Security Experts:

Connect with us

Hi, what are you looking for?



FBI: Cybercriminals Mailing Malicious USB Devices to Victims

The financially-motivated hacking group FIN7 has started mailing malicious USB devices to intended victims in an effort to infect their computers with malware, the FBI warns.

The financially-motivated hacking group FIN7 has started mailing malicious USB devices to intended victims in an effort to infect their computers with malware, the FBI warns.

Active since at least 2015, the cybercrime group has been focused on stealing credit card information from businesses worldwide. The hackers were indicted in the United States for targeting more than 100 U.S. companies in sectors such as restaurant, gaming, and hospitality.

Mainly targeting businesses via phishing emails, the cybercrime group appears to have changed tactics recently, and started sending malicious USB devices to victims via the United States Postal Service (USPS).

Sometimes, the hackers also included items like teddy bears or gift cards in packages meant for employees in human resources, IT, or executive management roles at the target organizations, the FBI alert reads.

The malicious USB devices are a commercially available tool called “BadUsb Beetle.” They are based on the BadUSB exploit and they can allow attackers to take control of the victim’s machine.

Publicly detailed in 2014 by researchers at Germany-based SRLabs, the BadUSB exploit was meant to demonstrate the threat posed by malicious USB devices. The researchers showed at the time how BadUSB could be used to send commands on behalf of the victim, thus allowing attackers to steal data, install malware, and infect other USB devices.

According to the FBI’s alert, once FIN7’s intended victims plug it into a machine, the USB device starts to automatically inject a series of keystrokes to download and execute the GRIFFON malware, a payload FIN7 often delivers via phishing emails.

“The USB injects a series of keystroke commands, including the (Windows + R) shortcut to launch the Windows Run Dialog to run a PowerShell command to download and execute a malware payload from an attacker-controlled server. The USB device then calls out to domains or IP addresses that are currently located in Russia,” the FBI says.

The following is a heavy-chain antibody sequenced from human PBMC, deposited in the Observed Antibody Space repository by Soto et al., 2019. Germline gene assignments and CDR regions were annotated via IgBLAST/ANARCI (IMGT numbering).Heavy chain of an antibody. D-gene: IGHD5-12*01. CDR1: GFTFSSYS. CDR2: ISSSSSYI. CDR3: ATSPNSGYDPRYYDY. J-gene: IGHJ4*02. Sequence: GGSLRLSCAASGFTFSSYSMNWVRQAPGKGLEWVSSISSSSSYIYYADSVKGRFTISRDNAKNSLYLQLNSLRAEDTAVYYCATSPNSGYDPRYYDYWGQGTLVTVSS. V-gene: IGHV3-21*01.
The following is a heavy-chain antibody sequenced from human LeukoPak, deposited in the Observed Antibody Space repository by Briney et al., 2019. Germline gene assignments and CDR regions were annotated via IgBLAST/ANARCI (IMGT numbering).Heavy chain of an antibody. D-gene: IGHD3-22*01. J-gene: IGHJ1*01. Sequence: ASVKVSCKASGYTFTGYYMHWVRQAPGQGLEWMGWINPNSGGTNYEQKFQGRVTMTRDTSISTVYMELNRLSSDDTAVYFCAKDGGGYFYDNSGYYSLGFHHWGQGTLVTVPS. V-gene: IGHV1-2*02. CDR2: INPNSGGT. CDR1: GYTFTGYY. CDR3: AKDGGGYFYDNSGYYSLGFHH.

FBI warns of BadUSB attacks

In attacks that Trustwave security researchers observed, fake letters were received alongside the USB drives. Claiming to arrive from Best Buy, which was supposedly giving away $50 gift cards, the letters were encouraging users to plug in the devices to open a list of items they could spend the money on.

Once the device was plugged in, however, the attack would start in the manner described by the FBI.

The malware used in this attack would collect a great deal of system data, including username, hostname, user’s system privileges, operating system information, whether Microsoft Office and Adobe Acrobat are installed, a list of running processes, and whether the host is running in a virtual machine.

Related: USB Device Firmware Can Be Reprogrammed to Hide Sophisticated Malware

Related: Carbanak Source Code Discovered on VirusTotal

Related: FIN7 Hackers Use New Malware in Recent Attacks

Written By

Ionut Arghire is an international correspondent for SecurityWeek.

Click to comment

Daily Briefing Newsletter

Subscribe to the SecurityWeek Email Briefing to stay informed on the latest threats, trends, and technology, along with insightful columns from industry experts.

Expert Insights

Related Content


Zendesk is informing customers about a data breach that started with an SMS phishing campaign targeting the company’s employees.


The release of OpenAI’s ChatGPT in late 2022 has demonstrated the potential of AI for both good and bad.


The FBI dismantled the network of the prolific Hive ransomware gang and seized infrastructure in Los Angeles that was used for the operation.

Malware & Threats

Microsoft plans to improve the protection of Office users by blocking XLL add-ins from the internet.


A new study by McAfee and the Center for Strategic and International Studies (CSIS) named a staggering figure as the true annual cost of...


US government reminds the public that a reward of up to $10 million is offered for information on cybercriminals, including members of the Hive...


The Hive ransomware website has been seized as part of an operation that involved law enforcement in 10 countries.


A recently disclosed vBulletin vulnerability, which had a zero-day status for roughly two days last week, was exploited in a hacker attack targeting the...